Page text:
FCC Drops AI Voice Ban On Robocalls

The Federal Communication Commission (FCC) announced on February 8 a ban on robocalls containing voices generated through artificial intelligence, the Associated Press reported.

The FCC’s unanimous ruling bars the use of AI voice-cloning tools in robocalls under the 1991 Telephone Consumer Protection Act, the law that restricts spam calls using artificial or prerecorded voice messages.

The decision comes as authorities in New Hampshire investigate AI-generated robocalls featuring the purported voice of Joe Biden urging state residents not to vote in the Democrat primary in January.

The new rule will allow the FCC to fine any company that employs AI-generated voices in their calls and block any service provider that would carry them. It would also pave the way for recipients of the AI-generated robocalls to file lawsuits against the companies and empower state attorneys general to crack down on those who violate the rule.

FCC Chair Jessica Rosenworcel told the Associated Press that bad actors use AI-generated voices to misinform voters, impersonate people, and even extort family members.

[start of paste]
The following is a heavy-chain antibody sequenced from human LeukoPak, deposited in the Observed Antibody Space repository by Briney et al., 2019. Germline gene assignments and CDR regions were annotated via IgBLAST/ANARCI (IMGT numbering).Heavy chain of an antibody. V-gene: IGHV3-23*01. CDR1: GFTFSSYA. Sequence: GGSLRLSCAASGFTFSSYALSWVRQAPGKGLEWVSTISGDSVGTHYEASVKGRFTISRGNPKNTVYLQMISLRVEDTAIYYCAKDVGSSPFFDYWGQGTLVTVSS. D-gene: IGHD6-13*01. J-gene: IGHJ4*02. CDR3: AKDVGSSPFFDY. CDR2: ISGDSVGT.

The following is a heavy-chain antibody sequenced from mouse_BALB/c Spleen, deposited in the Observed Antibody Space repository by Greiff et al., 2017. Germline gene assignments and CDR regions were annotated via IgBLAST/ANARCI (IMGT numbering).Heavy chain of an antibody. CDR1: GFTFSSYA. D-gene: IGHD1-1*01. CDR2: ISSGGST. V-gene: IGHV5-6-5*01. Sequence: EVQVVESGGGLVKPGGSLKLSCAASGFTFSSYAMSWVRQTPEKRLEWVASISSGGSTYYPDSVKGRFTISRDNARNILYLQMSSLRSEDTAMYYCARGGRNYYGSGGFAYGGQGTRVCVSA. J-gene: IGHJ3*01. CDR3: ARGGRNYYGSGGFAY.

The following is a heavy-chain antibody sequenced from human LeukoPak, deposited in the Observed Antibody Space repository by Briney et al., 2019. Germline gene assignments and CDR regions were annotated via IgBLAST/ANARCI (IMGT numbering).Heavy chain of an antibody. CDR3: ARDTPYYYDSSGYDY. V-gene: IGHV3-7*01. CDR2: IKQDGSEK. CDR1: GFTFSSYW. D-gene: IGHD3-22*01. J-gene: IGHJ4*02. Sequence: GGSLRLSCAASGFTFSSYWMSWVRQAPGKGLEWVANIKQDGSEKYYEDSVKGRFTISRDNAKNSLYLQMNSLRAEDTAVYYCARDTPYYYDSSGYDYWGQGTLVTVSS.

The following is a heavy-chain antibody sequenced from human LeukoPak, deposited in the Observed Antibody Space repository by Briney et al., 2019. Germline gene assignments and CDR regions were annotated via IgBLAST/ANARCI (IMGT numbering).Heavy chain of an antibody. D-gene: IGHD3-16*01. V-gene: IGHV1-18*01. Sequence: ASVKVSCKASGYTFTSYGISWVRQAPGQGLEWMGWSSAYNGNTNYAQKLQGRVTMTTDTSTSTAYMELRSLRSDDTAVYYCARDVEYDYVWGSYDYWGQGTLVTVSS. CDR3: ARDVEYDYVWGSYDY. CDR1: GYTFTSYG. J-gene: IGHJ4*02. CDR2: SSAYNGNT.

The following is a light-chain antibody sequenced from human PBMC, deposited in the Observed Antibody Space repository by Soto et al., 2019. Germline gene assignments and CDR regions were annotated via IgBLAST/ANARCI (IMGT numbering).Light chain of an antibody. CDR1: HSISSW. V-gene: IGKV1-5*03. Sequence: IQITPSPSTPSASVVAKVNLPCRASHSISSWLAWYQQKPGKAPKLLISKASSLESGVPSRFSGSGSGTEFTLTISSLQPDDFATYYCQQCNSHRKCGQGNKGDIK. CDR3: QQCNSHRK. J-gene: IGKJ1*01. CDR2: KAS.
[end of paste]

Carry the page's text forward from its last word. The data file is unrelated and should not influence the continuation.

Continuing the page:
Under existing laws, telemarketers are generally not permitted to use auto-dialers or prerecorded or artificial voice messages when calling cell phones and can only make calls to landlines with prior written consent from the recipient.

With the new FCC rule, AI-generated robocalls are classified as “artificial” and therefore the same standards would apply. Violators would face fines of as much as over $23,000 per call.

Aspen Institute’s Josh Lawson, the director of AI and Democracy, told the Associated Press that even with the ruling, voters should be prepared to receive personalized, targeted messages via phone calls, texts, and social media. He said bad actors “know what they’re doing is unlawful” but they will “continue to rattle the cages and push the limits.”

Carnegie Mellon University professor Kathleen Carley, a specialist in computational disinformation, told the Associated Press that currently, it is possible to identify audio generated by artificial intelligence. But as the technology improves, that may become increasingly difficult.